The tablet has had a remarkable run the past few years. But it is important to note that in the majority of use cases tablet are not replacing PCs but rather are extending the life of PCs.
We know from our data as well as a number of other firms’ research that over 90% of tablets sold today have been sold to existing PC owners. And in nearly every supporting data point I have, those tablets are being used to accompany the PC not to replace it. (By PC, I generally mean notebooks).
So it begs the question whether the PC-killing tablet is a valid narrative or not. I’d contend that this is not a valid narrative and, more importantly, it could affect tablet sales to a degree in 2014.
A key point about tablet sales is that the vast majority sold are 8″ or smaller. Which means that the vast number of tablets bought by consumers are not even contenders to replace the PC. In fact, when you look at tablet usage data you notice that they are used heavier during the evening hours while PCs are used heavier during the day time/work hours.
Think of it this way: PC by day, tablet by night. Oh sure, lots of people use their tablets during the day for both entertainment and business reasons (e.g. sales people and other road warriors), but I think this sums up the use case for most tablet owners.
Now, if we acknowledge the point that the vast majority of tablets on the market are used in conjunction with PCs, then we acknowledge that the PC is still used and valued by a large number of consumers. If this is true, those PCs will still need to replaced. So the question then becomes: When will this happen and could it have an effect on the tablet market?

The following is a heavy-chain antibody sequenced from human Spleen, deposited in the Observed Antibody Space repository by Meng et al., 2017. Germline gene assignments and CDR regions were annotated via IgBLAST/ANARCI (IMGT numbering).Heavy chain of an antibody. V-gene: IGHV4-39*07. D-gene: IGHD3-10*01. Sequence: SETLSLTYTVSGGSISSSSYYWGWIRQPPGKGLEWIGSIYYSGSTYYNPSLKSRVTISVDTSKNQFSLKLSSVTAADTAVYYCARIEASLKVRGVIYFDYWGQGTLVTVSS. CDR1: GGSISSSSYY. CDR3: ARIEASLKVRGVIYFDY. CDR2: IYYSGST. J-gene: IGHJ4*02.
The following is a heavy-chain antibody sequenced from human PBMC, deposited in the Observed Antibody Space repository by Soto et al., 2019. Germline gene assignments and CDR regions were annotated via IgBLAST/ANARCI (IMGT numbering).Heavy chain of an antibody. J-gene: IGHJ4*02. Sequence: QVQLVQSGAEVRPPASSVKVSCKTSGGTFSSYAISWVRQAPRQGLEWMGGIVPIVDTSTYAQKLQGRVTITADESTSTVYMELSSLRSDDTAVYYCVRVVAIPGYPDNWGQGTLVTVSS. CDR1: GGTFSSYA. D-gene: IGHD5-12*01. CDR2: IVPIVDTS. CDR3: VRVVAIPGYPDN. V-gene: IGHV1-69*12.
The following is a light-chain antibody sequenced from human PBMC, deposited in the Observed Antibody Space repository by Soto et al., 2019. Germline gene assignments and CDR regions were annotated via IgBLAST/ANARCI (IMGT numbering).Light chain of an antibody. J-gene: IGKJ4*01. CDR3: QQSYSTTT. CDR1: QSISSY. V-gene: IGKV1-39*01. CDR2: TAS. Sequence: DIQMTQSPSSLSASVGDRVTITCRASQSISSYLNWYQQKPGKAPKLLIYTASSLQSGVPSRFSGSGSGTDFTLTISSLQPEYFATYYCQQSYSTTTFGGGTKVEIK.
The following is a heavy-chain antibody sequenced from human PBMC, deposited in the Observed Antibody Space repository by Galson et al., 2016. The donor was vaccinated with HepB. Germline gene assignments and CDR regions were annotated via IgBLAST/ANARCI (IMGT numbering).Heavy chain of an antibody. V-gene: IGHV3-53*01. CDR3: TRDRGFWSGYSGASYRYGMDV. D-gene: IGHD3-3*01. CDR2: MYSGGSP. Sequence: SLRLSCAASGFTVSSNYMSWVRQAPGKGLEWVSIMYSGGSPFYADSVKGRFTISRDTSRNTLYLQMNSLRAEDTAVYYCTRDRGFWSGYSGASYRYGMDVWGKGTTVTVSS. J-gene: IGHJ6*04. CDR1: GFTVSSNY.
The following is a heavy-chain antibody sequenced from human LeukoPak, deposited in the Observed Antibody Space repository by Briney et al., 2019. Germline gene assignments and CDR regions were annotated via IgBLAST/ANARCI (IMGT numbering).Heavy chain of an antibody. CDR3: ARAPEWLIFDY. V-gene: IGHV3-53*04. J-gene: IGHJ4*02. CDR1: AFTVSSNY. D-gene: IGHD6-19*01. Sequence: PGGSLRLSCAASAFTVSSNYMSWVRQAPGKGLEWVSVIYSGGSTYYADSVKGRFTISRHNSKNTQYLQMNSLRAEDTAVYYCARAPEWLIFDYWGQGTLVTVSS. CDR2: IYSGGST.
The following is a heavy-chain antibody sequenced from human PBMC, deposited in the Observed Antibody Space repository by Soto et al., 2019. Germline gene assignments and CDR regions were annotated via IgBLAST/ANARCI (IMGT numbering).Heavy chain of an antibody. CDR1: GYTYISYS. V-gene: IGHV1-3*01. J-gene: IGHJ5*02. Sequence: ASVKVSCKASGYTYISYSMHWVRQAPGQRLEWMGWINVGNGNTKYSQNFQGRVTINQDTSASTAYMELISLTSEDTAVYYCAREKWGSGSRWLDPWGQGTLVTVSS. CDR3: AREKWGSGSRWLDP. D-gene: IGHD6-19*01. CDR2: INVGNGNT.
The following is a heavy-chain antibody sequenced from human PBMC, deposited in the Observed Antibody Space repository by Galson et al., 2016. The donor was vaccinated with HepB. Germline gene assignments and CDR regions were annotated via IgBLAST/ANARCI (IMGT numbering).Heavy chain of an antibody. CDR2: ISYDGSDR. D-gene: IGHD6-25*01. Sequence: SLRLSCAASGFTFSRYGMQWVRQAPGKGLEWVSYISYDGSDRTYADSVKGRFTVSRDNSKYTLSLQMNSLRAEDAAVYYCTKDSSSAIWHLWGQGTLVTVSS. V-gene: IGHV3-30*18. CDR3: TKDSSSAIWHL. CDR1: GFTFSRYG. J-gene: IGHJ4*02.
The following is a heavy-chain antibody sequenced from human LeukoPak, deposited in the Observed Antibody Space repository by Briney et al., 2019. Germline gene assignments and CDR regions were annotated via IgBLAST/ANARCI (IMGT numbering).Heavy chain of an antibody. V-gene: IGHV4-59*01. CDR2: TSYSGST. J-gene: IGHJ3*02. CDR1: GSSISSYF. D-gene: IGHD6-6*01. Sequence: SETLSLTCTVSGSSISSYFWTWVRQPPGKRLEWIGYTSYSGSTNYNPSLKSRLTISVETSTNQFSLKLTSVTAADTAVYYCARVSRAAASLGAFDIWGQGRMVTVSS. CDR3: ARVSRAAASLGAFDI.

The evidence is clear that 2013 was the lost year for the PC. One of the steepest declines on record, as it has been a stable growth market since the early 2000s. We believe that 2014 could mark a turnaround for the PC sector and catch many by surprise.
Part of the logic for this is the number of PCs in the market being used that are 4 years or older. Depending on whose estimates you use, the number is around 300-350 million. A good percentage of these customers got away with not refreshing their PCs due to their tablet purchases. Those who have not refreshed their PC for school, work, home, etc., simply can’t wait much longer. A PC refresh is coming and it could impact tablet sales.
The tablet/PC hybrid
A caveat to this thinking is that consumers will find the idea of a tablet and PC combined together as an attractive option. Perhaps when a consumer looks to replace their PC they will find something like Microsoft’s Surface an attractive offering. Many in the PC ecosystem are hoping this is the case but I am still skeptical.
I think what corporate employees, small business workers, and even consumers want is the best PC for their needs and the best tablet for their needs. This means they will continue to buy two separate devices that are each best for all the things they want.
While I applaud the efforts of Microsoft, Intel, and others in the PC ecosystem to work to build 2-in-1 PCs and tablets, I’m not optimistic that they will appeal to the masses. I believe some segments of both business and consumer customers will gravitate to these form factors but I don’t believe they will make up the majority of sales of either PCs or tablets.
I believe the market for PCs and tablets will swing like a pendulum. The years that PCs aren’t being refreshed as much tablets sales will boom higher and vice-versa. For everyone who cares about hardware, from IT to the OEMs who make the devices, managing refresh rates and building products that take advantage of refresh years will be critical.
But of course truly innovative products and lower price points could produce a hot seller in either camp regardless of refresh cycles. Given the product maturity on the PC side, I think another breakout tablet is far more likely.
Thi wass article originally published at TabTimes